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By RASHOD D. OLLISON | July 10, 2008
Although I purport to live by the words of the old blues song "ain't nobody's business if I do," I guess a small part of me still cares about what my friends think - especially my progressive, ultra-hip urban ones. So for a while now, I've kept my Willie Nelson jones a secret from them. I don't know why. He's one of the most soulful, movingly transcendent singer-songwriters of American music, a true pop "gangsta." But I kept his albums on my "guilty pleasures" shelf alongside CDs by Christopher Cross, Barry Manilow, Journey and Air Supply.
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ENTERTAINMENT
By Colleen Jaskot, The Baltimore Sun | February 22, 2013
Of all the cities Chris Tomlin plays, Baltimore is one of his favorites. "I don't know what it is, but it seems like there's nights where you feel really connected to the people immediately," Tomlin said. "There's other nights where you have to work at it. At Baltimore, you never have to work at it. " Tomlin, 40, is returning to Baltimore on Friday, to perform at 1st Mariner Arena . It's the third stop of his Burning Lights tour, promoting the album of the same name that topped the Billboard 200 chart - only the fourth Christian rock album to do so. "It's pretty crazy," Tomlin said.
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ENTERTAINMENT
By J.D. Considine and J.D. Considine,Pop Music Critic | April 2, 1993
ACROSS THE BORDERLINEWillie Nelson (Columbia 52752)Considering that he's already sung alongside everyone from Faron Young to Julio Iglesias, Willie Nelson's duet partners on "Across the Borderline" -- Bob Dylan, Bonnie Raitt, Paul Simon and Sinead O'Connor -- won't raise many eyebrows. But what he does with them might, because for the most part, Nelson tries to meet them on their own turf. It doesn't always work; as well as Nelson's voice blends with O'Connor's, neither gets much out of Peter Gabriel's "Don't Give Up."
ENTERTAINMENT
By Luke Broadwater | May 18, 2011
On weekday mornings, I'll post the most controversial, shocking and (of course) ridiculous stories for your reading pleasure. That way, when you walk into work, you'll be the master of witty conversation. National  • Good-looking people unite! Is Cindy Crawford b acking Romney ? (The Hill)  • Not really surprising: Willie Nelson endorses Johnson. (Politico)  • Get to knew Al-Qaeda's interim leader: The new bin Laden? (CNN)  • A fourth war?
NEWS
By Sarah Merkey and Sarah Merkey,SPECIAL TO THE SUN | August 8, 2004
The lure of the immaculate turf of Ripken Stadium in Aberdeen extends far beyond IronBirds' minor league baseball, as fans of music legends Bob Dylan and Willie Nelson will prove Thursday. The two performers will give a concert at Ripken Stadium that night as part of their "Field of Dreams" tour. It is one of the many events that will transform the stadium into a venue that, while specializing in baseball, also dabbles in concerts, exhibitions, fund-raising events and, in late October, a haunted house.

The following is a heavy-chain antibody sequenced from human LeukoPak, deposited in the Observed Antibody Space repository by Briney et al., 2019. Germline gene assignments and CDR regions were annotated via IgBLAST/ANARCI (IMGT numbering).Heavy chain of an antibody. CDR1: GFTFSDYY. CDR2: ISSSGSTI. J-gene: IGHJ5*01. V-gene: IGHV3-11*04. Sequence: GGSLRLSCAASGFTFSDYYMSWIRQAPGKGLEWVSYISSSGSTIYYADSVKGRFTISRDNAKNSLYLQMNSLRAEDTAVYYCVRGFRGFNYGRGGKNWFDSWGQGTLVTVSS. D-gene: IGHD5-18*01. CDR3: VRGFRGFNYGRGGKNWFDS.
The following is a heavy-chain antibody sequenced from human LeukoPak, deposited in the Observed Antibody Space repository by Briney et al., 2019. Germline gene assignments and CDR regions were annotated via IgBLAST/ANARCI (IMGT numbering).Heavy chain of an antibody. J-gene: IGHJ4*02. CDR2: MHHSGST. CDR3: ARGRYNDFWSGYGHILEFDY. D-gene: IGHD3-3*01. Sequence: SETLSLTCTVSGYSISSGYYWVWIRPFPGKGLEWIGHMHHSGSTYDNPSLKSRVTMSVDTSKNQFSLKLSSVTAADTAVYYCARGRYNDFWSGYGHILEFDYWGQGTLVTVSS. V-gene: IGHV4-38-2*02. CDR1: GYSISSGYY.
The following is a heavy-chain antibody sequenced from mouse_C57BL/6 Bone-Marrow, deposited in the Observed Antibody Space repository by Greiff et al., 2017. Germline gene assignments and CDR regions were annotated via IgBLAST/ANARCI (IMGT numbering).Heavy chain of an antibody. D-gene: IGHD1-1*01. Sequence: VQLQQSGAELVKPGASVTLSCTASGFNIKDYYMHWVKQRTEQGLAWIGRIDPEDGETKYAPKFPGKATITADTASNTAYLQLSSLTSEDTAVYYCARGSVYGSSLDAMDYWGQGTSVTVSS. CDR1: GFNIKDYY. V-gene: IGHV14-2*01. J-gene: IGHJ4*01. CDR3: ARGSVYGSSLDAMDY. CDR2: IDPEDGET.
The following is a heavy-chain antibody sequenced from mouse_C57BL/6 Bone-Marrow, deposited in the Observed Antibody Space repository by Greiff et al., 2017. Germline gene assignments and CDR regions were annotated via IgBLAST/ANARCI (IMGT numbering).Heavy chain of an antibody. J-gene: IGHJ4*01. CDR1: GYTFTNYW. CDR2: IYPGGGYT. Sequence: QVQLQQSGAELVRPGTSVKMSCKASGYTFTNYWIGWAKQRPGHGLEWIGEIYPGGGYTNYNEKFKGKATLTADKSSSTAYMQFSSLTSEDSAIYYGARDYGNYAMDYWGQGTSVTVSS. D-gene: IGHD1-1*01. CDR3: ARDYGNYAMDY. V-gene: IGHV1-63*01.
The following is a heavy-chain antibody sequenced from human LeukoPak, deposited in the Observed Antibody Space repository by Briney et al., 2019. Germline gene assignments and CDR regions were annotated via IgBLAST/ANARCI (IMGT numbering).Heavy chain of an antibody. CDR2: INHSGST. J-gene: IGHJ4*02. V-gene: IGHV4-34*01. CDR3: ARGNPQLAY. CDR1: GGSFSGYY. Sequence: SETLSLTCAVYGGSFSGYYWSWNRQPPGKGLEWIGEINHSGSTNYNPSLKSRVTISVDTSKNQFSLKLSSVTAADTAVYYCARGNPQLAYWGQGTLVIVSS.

FEATURES
By Chris Kaltenbach and Chris Kaltenbach,SUN STAFF | December 30, 1998
Alone among awards shows, the annual Kennedy Center Honors invariably salutes people who deserve it.This year's gala, taped Dec. 6 and airing tonight on WJZ, Channel 13 (9 p.m.-11 p.m.), continues the tradition of showcasing the best the American performing arts scene has to honor. And if some of the show's segments are a bit more spirited and memorable than others, at least everyone's heart is in the right place.The show opens with what proves to be its high point, a vibrant salute to the Broadway composer and lyricist team of John Kander and Fred Ebb that spans their entire career, from the star of their first show (Liza Minnelli)
SPORTS
August 31, 1995
Mark Eichhorn,Orioles relieverEichhorn is known around baseball for his clever impressions."I've been doing them probably since I was 5," he said. "I grew up with 10 other kids, so I had an audience. If you asked anyone, they probably say they get sick of them. They'd say I've been doing it for 34 years, and I'm 34 years old."His favorite impressions:1. Popeye.2. The Cowardly Lion.3. Willie Nelson and Julio Inglesias.4. The Wicked Witch of the West.5. John Wayne.
ENTERTAINMENT
By Luke Broadwater | May 18, 2011
On weekday mornings, I'll post the most controversial, shocking and (of course) ridiculous stories for your reading pleasure. That way, when you walk into work, you'll be the master of witty conversation. National  • Good-looking people unite! Is Cindy Crawford b acking Romney ? (The Hill)  • Not really surprising: Willie Nelson endorses Johnson. (Politico)  • Get to knew Al-Qaeda's interim leader: The new bin Laden? (CNN)  • A fourth war?
FEATURES
By Lisa Wiseman | August 28, 1994
Under the Big TopChildhood just wouldn't be the same without a trip to the circus. And what better way to see the circus than the way it was intended, under a big-top tent? In fact, the world's largest circus tent, belonging to the Clyde Beatty-Cole Bros. Circus, makes a stop at Harundale Mall from Aug. 31 to Sept. 2. It's hard to imagine how 3,000 spectators, a couple dozen clowns, elephants, tigers and assorted acrobats could all fit under one tent, but they do. Once you step inside, you're transformed to the days of the old-fashioned circus show, complete with tightrope walkers, dancing bears and the ever-classic human cannonball.
SPORTS
By Paul McMullen | September 24, 2000
The words of Willie Nelson, the Texas philosopher, provide comfort in the third week of trains, shuttle buses and the same hotel room. "Hello, Walls" is an appropriate bedtime meditation. "Three Days," another Nelson classic, includes a refrain on the days he hates to see arrive: yesterday, today and tomorrow. Willie was writing about lost love; the song resonates because of lingering difficulties adapting to the international date line. It's yesterday in Baltimore, today in Sydney and we may be writing for tomorrow's Sun. Sometimes.
ENTERTAINMENT
By Chris Kaltenbach, The Baltimore Sun | September 10, 2010